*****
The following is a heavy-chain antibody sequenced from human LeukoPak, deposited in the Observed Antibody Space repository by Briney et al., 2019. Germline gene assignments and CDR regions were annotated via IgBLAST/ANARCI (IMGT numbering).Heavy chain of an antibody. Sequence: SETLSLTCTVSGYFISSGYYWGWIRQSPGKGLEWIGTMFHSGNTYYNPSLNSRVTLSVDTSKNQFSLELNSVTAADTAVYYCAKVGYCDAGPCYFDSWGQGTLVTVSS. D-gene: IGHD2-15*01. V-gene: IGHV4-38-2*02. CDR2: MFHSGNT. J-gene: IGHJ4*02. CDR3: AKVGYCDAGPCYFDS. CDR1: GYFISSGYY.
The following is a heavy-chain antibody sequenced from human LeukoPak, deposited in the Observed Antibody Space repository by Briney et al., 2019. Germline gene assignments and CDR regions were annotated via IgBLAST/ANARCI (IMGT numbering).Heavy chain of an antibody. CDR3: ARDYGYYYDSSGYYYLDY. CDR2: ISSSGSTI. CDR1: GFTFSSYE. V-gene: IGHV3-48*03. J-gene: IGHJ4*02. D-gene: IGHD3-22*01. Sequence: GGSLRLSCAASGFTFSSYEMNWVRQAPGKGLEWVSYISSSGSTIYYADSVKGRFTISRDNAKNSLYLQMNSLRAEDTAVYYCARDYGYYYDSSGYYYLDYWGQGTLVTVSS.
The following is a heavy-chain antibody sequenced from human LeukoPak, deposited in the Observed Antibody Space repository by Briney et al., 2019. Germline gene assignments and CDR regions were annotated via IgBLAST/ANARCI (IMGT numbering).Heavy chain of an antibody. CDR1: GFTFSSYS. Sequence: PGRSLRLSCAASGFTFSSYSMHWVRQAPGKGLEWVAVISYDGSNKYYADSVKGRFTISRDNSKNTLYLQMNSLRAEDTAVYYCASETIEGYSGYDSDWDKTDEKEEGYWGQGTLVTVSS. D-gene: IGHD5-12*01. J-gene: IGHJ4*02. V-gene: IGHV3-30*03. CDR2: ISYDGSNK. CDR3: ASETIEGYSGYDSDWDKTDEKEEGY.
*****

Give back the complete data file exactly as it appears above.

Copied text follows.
The following is a heavy-chain antibody sequenced from human LeukoPak, deposited in the Observed Antibody Space repository by Briney et al., 2019. Germline gene assignments and CDR regions were annotated via IgBLAST/ANARCI (IMGT numbering).Heavy chain of an antibody. Sequence: SETLSLTCTVSGYFISSGYYWGWIRQSPGKGLEWIGTMFHSGNTYYNPSLNSRVTLSVDTSKNQFSLELNSVTAADTAVYYCAKVGYCDAGPCYFDSWGQGTLVTVSS. D-gene: IGHD2-15*01. V-gene: IGHV4-38-2*02. CDR2: MFHSGNT. J-gene: IGHJ4*02. CDR3: AKVGYCDAGPCYFDS. CDR1: GYFISSGYY.
The following is a heavy-chain antibody sequenced from human LeukoPak, deposited in the Observed Antibody Space repository by Briney et al., 2019. Germline gene assignments and CDR regions were annotated via IgBLAST/ANARCI (IMGT numbering).Heavy chain of an antibody. CDR3: ARDYGYYYDSSGYYYLDY. CDR2: ISSSGSTI. CDR1: GFTFSSYE. V-gene: IGHV3-48*03. J-gene: IGHJ4*02. D-gene: IGHD3-22*01. Sequence: GGSLRLSCAASGFTFSSYEMNWVRQAPGKGLEWVSYISSSGSTIYYADSVKGRFTISRDNAKNSLYLQMNSLRAEDTAVYYCARDYGYYYDSSGYYYLDYWGQGTLVTVSS.
The following is a heavy-chain antibody sequenced from human LeukoPak, deposited in the Observed Antibody Space repository by Briney et al., 2019. Germline gene assignments and CDR regions were annotated via IgBLAST/ANARCI (IMGT numbering).Heavy chain of an antibody. CDR1: GFTFSSYS. Sequence: PGRSLRLSCAASGFTFSSYSMHWVRQAPGKGLEWVAVISYDGSNKYYADSVKGRFTISRDNSKNTLYLQMNSLRAEDTAVYYCASETIEGYSGYDSDWDKTDEKEEGYWGQGTLVTVSS. D-gene: IGHD5-12*01. J-gene: IGHJ4*02. V-gene: IGHV3-30*03. CDR2: ISYDGSNK. CDR3: ASETIEGYSGYDSDWDKTDEKEEGY.